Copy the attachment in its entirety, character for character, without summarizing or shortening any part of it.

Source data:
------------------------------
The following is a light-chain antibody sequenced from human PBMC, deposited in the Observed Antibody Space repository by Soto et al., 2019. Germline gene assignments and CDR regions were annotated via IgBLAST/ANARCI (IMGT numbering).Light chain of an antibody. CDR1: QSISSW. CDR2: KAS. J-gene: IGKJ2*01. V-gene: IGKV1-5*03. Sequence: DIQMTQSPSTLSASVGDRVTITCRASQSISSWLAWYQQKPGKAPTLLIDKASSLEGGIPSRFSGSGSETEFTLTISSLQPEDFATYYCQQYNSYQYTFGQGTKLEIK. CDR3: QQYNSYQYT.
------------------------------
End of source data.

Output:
The following is a light-chain antibody sequenced from human PBMC, deposited in the Observed Antibody Space repository by Soto et al., 2019. Germline gene assignments and CDR regions were annotated via IgBLAST/ANARCI (IMGT numbering).Light chain of an antibody. CDR1: QSISSW. CDR2: KAS. J-gene: IGKJ2*01. V-gene: IGKV1-5*03. Sequence: DIQMTQSPSTLSASVGDRVTITCRASQSISSWLAWYQQKPGKAPTLLIDKASSLEGGIPSRFSGSGSETEFTLTISSLQPEDFATYYCQQYNSYQYTFGQGTKLEIK. CDR3: QQYNSYQYT.